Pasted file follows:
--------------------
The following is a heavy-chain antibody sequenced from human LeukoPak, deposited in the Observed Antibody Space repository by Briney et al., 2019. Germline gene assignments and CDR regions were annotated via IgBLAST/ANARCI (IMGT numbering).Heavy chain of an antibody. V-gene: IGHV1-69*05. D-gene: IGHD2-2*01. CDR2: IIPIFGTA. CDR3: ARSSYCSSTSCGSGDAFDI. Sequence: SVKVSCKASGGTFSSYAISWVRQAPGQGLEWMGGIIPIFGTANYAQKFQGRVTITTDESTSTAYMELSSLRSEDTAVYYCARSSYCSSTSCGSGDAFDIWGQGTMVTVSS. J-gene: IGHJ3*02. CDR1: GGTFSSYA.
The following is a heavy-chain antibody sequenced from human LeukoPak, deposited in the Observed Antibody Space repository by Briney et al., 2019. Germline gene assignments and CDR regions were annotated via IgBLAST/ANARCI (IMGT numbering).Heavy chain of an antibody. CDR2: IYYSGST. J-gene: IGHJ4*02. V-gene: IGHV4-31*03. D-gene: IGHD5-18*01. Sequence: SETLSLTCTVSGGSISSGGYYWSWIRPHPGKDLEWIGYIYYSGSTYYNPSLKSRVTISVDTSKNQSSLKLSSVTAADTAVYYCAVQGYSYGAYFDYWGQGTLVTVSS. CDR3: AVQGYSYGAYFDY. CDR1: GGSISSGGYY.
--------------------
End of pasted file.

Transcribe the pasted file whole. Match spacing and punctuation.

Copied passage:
The following is a heavy-chain antibody sequenced from human LeukoPak, deposited in the Observed Antibody Space repository by Briney et al., 2019. Germline gene assignments and CDR regions were annotated via IgBLAST/ANARCI (IMGT numbering).Heavy chain of an antibody. V-gene: IGHV1-69*05. D-gene: IGHD2-2*01. CDR2: IIPIFGTA. CDR3: ARSSYCSSTSCGSGDAFDI. Sequence: SVKVSCKASGGTFSSYAISWVRQAPGQGLEWMGGIIPIFGTANYAQKFQGRVTITTDESTSTAYMELSSLRSEDTAVYYCARSSYCSSTSCGSGDAFDIWGQGTMVTVSS. J-gene: IGHJ3*02. CDR1: GGTFSSYA.
The following is a heavy-chain antibody sequenced from human LeukoPak, deposited in the Observed Antibody Space repository by Briney et al., 2019. Germline gene assignments and CDR regions were annotated via IgBLAST/ANARCI (IMGT numbering).Heavy chain of an antibody. CDR2: IYYSGST. J-gene: IGHJ4*02. V-gene: IGHV4-31*03. D-gene: IGHD5-18*01. Sequence: SETLSLTCTVSGGSISSGGYYWSWIRPHPGKDLEWIGYIYYSGSTYYNPSLKSRVTISVDTSKNQSSLKLSSVTAADTAVYYCAVQGYSYGAYFDYWGQGTLVTVSS. CDR3: AVQGYSYGAYFDY. CDR1: GGSISSGGYY.